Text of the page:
Without me - That is, without my aid: they shall be taken captive even by the captives, and shall be subdued even by the vanquished. "The י yod in בלתי bilti is a pronoun, as in Hosea 13:4." - Kimchi on the place. One MS. has לבלתי lebilti .
As the people had hitherto lived without God in worship and obedience; so they should now be without his help, and should perish in their transgressions.
Without me - בלתי biltı̂y There has been a great variety of interpretation affixed to this expression. The sense in which our translators understood it was, evidently, that they should be forsaken of God; and that, as the effect of this, they should bow down under the condition of captives, or among the slain. The Vulgate and the Septuagint, however. and many interpreters understand the word bore as a simple negative. ‹Where will you flee for refuge? Where will you deposit your wealth so as not to bow down under a chain?‘ Vulgate, Ne incurvemini sub vinculo. Septuagint, Τοῦ μὴ ἐμπεσεῖν εἰς ἀπαγωνήν tou mē empesein eis apagōnēn - ‹Not to fall into captivity.‘ The Hebrew will bear either mode of construction. Vitringa and Lowth understand it as our translators have done, as meaning that God would forsake them, and that without him, that is, deprived of his aid, they would be destroyed.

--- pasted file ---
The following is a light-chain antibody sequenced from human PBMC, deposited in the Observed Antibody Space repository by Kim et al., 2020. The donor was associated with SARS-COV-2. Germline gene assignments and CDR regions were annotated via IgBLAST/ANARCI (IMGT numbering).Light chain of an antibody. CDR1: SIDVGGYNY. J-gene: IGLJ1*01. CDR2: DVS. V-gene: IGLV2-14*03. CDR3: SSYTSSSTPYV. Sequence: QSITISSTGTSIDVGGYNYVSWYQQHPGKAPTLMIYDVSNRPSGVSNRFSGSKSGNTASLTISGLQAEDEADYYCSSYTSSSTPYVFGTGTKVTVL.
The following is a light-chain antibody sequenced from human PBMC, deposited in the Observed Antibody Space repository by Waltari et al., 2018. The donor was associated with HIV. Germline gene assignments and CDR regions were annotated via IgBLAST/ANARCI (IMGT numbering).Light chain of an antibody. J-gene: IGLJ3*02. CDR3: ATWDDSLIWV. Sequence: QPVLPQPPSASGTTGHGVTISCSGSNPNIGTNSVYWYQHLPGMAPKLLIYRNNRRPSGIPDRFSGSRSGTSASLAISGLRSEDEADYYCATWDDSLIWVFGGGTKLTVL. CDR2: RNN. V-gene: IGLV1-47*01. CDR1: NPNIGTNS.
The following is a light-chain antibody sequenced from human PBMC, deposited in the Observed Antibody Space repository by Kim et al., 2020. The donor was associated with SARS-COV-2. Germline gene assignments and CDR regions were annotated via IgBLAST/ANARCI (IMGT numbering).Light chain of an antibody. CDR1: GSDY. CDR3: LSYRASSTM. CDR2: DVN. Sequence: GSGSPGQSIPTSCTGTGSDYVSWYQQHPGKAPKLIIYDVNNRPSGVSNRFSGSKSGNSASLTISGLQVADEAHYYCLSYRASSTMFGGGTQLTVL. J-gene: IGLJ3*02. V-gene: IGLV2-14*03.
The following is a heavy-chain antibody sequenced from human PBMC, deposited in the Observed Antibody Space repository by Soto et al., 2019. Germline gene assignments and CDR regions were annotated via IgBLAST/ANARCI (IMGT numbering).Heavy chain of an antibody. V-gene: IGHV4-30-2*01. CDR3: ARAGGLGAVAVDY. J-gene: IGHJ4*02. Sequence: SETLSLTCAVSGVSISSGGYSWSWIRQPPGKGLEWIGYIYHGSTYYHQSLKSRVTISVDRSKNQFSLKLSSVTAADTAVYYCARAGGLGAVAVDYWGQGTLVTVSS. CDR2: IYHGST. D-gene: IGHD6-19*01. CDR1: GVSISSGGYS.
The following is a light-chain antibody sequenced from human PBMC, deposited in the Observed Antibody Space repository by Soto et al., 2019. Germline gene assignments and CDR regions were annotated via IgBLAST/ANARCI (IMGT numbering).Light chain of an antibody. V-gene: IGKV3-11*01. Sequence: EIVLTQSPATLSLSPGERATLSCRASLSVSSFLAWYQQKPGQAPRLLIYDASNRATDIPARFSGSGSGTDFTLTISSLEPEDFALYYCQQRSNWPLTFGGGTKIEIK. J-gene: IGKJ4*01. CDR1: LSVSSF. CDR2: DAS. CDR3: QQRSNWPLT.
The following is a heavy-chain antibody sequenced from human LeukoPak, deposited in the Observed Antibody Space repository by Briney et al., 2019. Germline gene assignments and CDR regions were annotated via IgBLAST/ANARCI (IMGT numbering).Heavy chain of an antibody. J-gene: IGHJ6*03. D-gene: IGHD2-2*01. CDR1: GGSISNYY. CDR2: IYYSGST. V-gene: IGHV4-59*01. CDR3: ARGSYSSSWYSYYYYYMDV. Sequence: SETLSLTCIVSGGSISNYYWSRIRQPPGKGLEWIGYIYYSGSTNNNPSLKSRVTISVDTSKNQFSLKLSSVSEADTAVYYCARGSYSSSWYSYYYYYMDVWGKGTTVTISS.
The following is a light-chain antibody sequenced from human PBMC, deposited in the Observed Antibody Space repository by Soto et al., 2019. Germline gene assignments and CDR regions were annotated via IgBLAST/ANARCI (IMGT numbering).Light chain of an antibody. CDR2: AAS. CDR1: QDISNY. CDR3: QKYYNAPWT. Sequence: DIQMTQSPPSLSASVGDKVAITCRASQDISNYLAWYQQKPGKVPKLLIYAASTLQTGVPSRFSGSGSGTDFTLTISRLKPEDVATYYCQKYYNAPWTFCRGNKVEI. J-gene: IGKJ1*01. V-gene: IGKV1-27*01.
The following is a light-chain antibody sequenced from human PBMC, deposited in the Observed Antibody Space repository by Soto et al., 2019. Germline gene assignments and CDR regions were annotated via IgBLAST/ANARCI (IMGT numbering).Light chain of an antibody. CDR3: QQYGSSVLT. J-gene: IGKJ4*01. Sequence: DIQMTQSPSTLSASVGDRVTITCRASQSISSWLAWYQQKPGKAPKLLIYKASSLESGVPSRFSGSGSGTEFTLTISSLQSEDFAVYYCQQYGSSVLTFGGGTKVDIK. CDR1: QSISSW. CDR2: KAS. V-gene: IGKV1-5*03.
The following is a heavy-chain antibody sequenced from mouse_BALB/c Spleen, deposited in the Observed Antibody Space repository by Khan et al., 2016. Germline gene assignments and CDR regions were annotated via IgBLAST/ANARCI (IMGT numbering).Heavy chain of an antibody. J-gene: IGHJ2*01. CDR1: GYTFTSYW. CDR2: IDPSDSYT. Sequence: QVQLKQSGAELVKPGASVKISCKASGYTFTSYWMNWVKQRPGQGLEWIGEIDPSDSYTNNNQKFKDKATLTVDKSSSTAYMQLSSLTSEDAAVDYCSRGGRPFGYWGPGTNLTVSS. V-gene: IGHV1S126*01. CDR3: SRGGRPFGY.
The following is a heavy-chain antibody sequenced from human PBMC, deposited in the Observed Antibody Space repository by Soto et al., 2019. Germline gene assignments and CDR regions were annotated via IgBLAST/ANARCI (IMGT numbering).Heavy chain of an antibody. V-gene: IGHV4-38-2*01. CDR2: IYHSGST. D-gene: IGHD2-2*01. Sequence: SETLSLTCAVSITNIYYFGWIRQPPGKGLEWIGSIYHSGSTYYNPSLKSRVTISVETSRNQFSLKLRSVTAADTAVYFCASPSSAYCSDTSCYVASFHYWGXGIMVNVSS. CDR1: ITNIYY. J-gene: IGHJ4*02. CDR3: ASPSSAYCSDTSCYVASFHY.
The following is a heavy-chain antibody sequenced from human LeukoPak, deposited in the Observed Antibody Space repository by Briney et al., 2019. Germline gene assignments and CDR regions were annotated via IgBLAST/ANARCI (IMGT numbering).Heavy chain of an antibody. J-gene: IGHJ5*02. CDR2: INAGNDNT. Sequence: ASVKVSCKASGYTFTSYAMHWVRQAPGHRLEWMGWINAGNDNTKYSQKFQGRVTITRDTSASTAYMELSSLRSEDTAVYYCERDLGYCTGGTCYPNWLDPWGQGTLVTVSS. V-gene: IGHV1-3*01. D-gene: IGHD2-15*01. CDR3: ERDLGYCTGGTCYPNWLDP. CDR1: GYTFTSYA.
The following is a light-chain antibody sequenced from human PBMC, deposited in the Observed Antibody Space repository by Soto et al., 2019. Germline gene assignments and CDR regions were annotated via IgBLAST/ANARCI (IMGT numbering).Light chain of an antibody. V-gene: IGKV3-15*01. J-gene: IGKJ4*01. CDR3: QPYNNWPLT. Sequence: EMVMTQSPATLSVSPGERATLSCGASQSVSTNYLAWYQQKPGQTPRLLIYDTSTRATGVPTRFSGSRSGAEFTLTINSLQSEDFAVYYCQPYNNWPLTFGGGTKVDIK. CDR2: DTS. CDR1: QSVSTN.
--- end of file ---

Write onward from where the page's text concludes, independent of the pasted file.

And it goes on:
They shall bow down - They shall be subdued, as armies are that are taken captive.
Under the prisoners - That is, under the “condition” of prisoners; or as prisoner. Some understand it to mean, that they should bear down “in the place of prisoners;” that is, in prison, But it evidently means, simply, that they should be captives.
They shall fall under the slain - They shall be slain. Gesenius renders it, “‹Among the prisoners, and “among” the slain.‘” The Chaldee reads it, ‹You shall be east into chains out of your own land, and beyond your own cities you shall be cast out slain.‘ Vitringa supposes that the prophet, in this verse, refers to the custom, among the ancients, of placing prisoners in war under a yoke of wood to indicate their captivity. That such a custom obtained, there can be no doubt; but it is not probable that Isaiah refers to it here. The simple idea is, that many of them should be taken captive, and many of them slain. This prediction was fulfilled in the invasion of Tiglath-pileser; Isaiah 10:12.